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Office of Labor-Management Standards
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U.S. Department of Labor

Employment Standards Administration
Office of Labor-Management Standards
Denver District Office
1999 Broadway, Suite 2435
Denver, CO 80202-5712
(720) 264-3232 Fax:(720) 264-3230

September 30, 2009

Mr. John Aldridge
Secretary Treasurer
UTU Local 204
159 Encino
Pueblo, CO 81005


LM File Number: 042-042
Case Number: ||||||||||


Dear Mr. Aldridge:

This office has recently completed an audit of UTU Local 204 under the Compliance Audit Program (CAP) to determine your organization’s compliance with the provisions of the Labor-Management Reporting and Disclosure Act of 1959 (LMRDA). As discussed during the exit interview with you on September 28, 2009, the following problems were disclosed during the CAP. The matters listed below are not an exhaustive list of all possible problem areas since the audit conducted was limited in scope.

Recordkeeping Violations

Title II of the LMRDA establishes certain reporting and recordkeeping requirements. Section 206 requires, among other things, that labor organizations maintain adequate records for at least five years by which each receipt and disbursement of funds, as well as all account balances, can be verified, explained, and clarified. As a general rule, labor organizations must maintain all records used or received in the course of union business.

For disbursements, this includes not only original bills, invoices, receipts, vouchers, and applicable resolutions, but also documentation showing the nature of the union business requiring the disbursement, the goods or services received, and the identity of the recipient(s) of the goods or services. In most instances, this documentation requirement can be satisfied with a sufficiently descriptive expense receipt or invoice. If an expense receipt is not sufficiently descriptive, a union officer or employee should write a note on it providing the additional information. For money it receives, the labor organization must keep at least one record showing the date, amount, purpose, and source of that money. The labor organization must also retain bank records for all accounts.

The audit of Local 204 records revealed the following recordkeeping violation:

1. Failure to Maintain Records

Local 204 did not retain copies of cancelled checks and deposit items from its July 2008 bank statement. Six employer checkoff statements were missing from the union’s records. Voided checks were shredded instead of maintained in the records.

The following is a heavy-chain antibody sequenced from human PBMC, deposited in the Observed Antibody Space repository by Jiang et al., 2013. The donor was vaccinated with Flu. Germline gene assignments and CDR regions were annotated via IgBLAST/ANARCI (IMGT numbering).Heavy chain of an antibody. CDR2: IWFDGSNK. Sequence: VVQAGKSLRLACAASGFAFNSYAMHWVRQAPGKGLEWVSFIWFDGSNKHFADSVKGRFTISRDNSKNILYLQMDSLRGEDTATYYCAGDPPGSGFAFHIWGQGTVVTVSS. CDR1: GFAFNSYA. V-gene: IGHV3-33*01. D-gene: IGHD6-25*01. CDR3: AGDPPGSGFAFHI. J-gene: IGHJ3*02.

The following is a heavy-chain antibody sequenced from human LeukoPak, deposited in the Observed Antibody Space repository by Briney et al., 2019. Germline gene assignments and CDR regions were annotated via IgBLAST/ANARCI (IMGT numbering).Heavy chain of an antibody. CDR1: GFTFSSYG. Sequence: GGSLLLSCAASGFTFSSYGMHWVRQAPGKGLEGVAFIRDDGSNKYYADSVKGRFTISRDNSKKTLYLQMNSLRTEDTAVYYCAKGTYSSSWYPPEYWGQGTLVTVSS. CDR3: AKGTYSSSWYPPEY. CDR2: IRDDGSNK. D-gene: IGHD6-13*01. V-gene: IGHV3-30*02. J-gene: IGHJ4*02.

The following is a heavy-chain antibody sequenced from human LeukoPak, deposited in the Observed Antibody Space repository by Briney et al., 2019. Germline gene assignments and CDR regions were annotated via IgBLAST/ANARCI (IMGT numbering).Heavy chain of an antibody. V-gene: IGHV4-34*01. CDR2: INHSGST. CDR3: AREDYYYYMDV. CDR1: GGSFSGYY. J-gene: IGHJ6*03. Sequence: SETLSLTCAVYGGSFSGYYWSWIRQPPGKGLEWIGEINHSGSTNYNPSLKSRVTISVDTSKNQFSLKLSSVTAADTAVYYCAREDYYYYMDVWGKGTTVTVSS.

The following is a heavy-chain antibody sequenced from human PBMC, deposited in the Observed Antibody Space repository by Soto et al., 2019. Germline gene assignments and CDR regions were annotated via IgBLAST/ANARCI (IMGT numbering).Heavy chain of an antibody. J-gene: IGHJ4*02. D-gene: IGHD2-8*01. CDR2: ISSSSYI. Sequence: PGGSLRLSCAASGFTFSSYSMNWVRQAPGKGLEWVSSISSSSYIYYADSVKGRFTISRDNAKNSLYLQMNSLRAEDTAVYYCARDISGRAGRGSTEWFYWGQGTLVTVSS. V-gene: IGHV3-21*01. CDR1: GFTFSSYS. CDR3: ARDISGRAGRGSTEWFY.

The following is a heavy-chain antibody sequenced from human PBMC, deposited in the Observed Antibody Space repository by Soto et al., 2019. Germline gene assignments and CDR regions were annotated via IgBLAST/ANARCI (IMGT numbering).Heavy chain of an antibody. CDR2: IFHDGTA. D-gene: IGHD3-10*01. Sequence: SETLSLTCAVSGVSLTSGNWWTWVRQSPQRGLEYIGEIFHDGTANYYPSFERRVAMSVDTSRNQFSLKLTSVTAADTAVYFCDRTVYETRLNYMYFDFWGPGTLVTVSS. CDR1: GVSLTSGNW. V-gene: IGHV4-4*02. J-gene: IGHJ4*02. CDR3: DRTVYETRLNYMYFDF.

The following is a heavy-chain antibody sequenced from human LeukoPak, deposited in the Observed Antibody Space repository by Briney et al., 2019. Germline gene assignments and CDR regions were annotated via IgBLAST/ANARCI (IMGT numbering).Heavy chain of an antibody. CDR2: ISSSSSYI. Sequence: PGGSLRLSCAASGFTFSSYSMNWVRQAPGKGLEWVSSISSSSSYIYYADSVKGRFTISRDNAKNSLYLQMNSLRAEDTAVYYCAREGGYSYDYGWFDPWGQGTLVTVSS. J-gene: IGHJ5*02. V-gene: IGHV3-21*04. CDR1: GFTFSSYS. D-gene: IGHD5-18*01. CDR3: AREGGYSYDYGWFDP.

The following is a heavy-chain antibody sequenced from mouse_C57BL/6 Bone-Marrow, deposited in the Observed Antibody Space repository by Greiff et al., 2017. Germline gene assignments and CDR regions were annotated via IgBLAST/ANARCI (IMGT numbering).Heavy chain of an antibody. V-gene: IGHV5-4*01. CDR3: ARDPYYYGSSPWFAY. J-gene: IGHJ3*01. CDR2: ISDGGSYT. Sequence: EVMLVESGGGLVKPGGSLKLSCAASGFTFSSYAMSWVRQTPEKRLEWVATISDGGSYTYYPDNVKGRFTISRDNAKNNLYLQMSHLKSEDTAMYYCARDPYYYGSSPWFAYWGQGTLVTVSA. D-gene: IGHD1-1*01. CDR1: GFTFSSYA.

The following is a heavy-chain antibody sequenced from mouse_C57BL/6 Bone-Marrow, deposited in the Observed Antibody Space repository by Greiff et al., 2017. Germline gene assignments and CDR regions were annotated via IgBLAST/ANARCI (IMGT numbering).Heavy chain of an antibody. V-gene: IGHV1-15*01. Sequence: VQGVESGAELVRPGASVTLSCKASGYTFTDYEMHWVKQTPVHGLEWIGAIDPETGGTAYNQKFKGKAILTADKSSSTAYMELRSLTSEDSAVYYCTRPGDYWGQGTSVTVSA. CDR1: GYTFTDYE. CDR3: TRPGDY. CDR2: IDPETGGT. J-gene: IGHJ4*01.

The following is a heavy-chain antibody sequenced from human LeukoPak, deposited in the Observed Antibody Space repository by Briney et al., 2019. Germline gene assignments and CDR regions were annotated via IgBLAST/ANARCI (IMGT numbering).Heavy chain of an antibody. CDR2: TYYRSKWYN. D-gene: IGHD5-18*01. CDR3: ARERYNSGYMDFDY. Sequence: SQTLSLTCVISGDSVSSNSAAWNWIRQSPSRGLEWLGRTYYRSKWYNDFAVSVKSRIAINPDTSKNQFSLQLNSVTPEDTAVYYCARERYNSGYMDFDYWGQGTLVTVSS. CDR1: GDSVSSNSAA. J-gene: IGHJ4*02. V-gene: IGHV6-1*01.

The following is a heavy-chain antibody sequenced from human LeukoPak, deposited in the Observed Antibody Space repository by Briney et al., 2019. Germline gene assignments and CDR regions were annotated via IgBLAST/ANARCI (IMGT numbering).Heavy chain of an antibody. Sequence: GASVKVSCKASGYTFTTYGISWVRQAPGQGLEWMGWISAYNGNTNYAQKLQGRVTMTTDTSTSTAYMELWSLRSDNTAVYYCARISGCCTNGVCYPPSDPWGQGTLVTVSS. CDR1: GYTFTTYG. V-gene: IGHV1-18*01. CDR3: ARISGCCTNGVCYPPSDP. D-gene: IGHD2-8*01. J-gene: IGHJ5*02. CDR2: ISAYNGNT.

2. Meal Expenses

Local 204 records of meal expenses did not always include written explanations of union business conducted or the names and titles of the persons incurring the restaurant charges. For example, the meal receipts for seven meetings at the Gold Dust Restaurant did not contain notations of the purpose of the meals, union business conducted and the names of the persons incurring the restaurant charges. Union records of meal expenses must include written explanations of the union business conducted and the full names and titles of all persons who incurred the restaurant charges. Also, the records retained must identify the names of the restaurants where the officers or employees incurred meal expenses.

As previously noted above, labor organizations must maintain all union records used or received in the course of union business. The president and treasurer (or corresponding principal officers) of your union, who are required to sign your union’s LM report, are responsible for properly maintaining union records.

Based on your assurance that Local 204 will retain adequate documentation in the future, OLMS will take no further enforcement action at this time regarding the above violations.

Reporting Violations

The audit disclosed violations of LMRDA Section 201(b), which requires labor organizations to file annual financial reports accurately disclosing their financial condition and operations. The Labor Organization Annual Report Form LM-3 filed by Local 204 for fiscal year ending December 31, 2007, was deficient in the following areas:

1. Cash Reconciliation

It appears that the cash figures reported in Item 25 are not the cash figures according to the union’s books after reconciliation to the bank statements. The instructions for Item 25 state that the union should obtain account balances from its books as reconciled to the balances shown on bank statements.

2. Professional Fees

Local 204 listed its per capita payments to the UTU International under Item 49, Professional Fees, instead of in Item 47, Per Capita Tax.

I am not requiring that Local 204 file an amended LM report for 2007 to correct the deficient items, but Local 204 has agreed to properly report the deficient items on all future reports it files with OLMS.

Other Issues

Signing Blank Checks

During the audit, you advised that President Dennis Millard signs blank checks. The two signature requirement is an effective internal control of union funds. Its purpose is to attest to the authenticity of a completed document already signed. However, signing a blank check in advance does not attest to the authenticity of a completed check, and negates the purpose of the two signature requirement. OLMS recommends that Local 204 review these procedures to improve internal control of union funds.

I want to extend my personal appreciation to UTU Local 204 for the cooperation and courtesy extended during this compliance audit. I strongly recommend that you make sure this letter and the compliance assistance materials provided to you are passed on to future officers. If we can provide any additional assistance, please do not hesitate to call.

Sincerely,

 

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Supervisory Investigator

Cc: President Dennis Millard